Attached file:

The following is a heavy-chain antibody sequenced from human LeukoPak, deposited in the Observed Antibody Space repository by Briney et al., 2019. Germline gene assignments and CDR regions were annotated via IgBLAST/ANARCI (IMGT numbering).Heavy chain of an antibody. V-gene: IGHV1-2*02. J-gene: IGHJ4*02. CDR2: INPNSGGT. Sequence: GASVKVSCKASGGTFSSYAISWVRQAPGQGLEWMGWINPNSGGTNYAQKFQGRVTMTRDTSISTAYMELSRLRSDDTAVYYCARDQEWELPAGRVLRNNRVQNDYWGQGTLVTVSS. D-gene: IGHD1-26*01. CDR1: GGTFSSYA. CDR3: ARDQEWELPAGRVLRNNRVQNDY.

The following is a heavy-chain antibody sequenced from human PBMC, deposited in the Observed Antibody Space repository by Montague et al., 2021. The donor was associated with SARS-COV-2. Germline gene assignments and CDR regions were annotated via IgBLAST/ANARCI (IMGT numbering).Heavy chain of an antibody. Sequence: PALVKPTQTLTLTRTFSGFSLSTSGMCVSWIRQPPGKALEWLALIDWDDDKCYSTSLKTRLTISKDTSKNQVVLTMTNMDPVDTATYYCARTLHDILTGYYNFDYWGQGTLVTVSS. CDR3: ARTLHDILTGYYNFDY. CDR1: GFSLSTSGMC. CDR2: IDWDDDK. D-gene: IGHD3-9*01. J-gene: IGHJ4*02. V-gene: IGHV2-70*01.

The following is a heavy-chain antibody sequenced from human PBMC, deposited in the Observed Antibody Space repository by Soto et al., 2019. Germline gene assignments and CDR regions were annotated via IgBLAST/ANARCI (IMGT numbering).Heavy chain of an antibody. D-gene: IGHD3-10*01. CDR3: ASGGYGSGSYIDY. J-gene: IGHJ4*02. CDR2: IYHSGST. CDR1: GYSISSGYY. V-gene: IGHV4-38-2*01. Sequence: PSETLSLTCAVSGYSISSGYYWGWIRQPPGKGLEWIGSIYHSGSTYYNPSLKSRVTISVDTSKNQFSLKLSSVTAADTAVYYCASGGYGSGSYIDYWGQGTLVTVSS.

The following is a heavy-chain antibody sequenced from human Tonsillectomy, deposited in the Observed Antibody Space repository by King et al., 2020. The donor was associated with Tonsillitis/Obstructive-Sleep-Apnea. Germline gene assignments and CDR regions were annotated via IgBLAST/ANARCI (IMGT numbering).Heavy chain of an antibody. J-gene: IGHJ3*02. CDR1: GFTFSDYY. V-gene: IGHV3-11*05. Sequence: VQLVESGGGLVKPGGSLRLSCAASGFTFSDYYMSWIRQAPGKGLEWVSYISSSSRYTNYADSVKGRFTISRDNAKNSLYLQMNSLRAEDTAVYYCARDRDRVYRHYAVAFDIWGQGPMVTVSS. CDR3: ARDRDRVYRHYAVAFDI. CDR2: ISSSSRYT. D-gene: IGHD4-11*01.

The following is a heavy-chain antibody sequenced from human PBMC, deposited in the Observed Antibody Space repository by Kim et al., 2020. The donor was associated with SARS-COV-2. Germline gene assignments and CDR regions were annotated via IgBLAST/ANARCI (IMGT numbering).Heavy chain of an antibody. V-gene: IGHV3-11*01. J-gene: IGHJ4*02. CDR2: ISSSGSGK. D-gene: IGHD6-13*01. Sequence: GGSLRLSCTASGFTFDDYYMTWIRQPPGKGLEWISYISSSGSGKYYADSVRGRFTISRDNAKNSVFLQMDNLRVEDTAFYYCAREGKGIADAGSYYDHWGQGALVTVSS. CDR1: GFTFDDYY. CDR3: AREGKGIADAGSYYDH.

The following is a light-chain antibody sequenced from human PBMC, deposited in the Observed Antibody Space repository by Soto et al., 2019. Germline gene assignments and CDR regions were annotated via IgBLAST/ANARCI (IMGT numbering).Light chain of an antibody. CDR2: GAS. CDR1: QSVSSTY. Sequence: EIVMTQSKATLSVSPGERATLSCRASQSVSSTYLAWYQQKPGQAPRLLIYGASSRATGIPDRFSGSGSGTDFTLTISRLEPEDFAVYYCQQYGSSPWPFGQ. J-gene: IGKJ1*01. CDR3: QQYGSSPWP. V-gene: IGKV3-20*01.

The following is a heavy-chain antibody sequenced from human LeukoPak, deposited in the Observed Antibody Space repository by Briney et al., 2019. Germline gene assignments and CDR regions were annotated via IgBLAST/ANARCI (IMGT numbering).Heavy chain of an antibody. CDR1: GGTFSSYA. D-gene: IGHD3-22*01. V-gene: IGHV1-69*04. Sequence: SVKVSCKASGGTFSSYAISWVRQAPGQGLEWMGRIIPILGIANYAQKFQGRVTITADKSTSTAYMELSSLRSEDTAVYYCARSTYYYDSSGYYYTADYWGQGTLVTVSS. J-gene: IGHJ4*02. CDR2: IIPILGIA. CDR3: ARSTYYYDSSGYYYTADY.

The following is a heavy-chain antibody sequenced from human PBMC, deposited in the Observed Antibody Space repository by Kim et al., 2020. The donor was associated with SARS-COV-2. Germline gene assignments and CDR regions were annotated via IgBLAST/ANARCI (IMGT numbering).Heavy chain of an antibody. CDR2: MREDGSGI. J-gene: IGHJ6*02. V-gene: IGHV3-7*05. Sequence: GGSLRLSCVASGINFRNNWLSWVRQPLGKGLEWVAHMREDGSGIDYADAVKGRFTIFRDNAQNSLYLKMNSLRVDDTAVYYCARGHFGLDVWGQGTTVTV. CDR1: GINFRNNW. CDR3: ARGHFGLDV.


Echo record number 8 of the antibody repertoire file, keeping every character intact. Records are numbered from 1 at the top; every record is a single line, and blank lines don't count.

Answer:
The following is a heavy-chain antibody sequenced from human PBMC, deposited in the Observed Antibody Space repository by Kim et al., 2020. The donor was associated with SARS-COV-2. Germline gene assignments and CDR regions were annotated via IgBLAST/ANARCI (IMGT numbering).Heavy chain of an antibody. CDR2: MREDGSGI. J-gene: IGHJ6*02. V-gene: IGHV3-7*05. Sequence: GGSLRLSCVASGINFRNNWLSWVRQPLGKGLEWVAHMREDGSGIDYADAVKGRFTIFRDNAQNSLYLKMNSLRVDDTAVYYCARGHFGLDVWGQGTTVTV. CDR1: GINFRNNW. CDR3: ARGHFGLDV.